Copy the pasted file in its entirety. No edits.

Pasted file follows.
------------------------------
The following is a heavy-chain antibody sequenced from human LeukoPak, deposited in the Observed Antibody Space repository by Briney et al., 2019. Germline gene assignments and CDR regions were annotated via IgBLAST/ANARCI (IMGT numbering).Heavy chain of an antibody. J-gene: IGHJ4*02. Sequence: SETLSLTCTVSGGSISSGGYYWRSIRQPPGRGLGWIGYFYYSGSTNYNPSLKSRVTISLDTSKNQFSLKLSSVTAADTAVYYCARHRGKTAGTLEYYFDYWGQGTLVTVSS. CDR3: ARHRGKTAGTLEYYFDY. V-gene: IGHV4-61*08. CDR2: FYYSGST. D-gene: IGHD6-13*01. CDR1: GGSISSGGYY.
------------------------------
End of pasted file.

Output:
The following is a heavy-chain antibody sequenced from human LeukoPak, deposited in the Observed Antibody Space repository by Briney et al., 2019. Germline gene assignments and CDR regions were annotated via IgBLAST/ANARCI (IMGT numbering).Heavy chain of an antibody. J-gene: IGHJ4*02. Sequence: SETLSLTCTVSGGSISSGGYYWRSIRQPPGRGLGWIGYFYYSGSTNYNPSLKSRVTISLDTSKNQFSLKLSSVTAADTAVYYCARHRGKTAGTLEYYFDYWGQGTLVTVSS. CDR3: ARHRGKTAGTLEYYFDY. V-gene: IGHV4-61*08. CDR2: FYYSGST. D-gene: IGHD6-13*01. CDR1: GGSISSGGYY.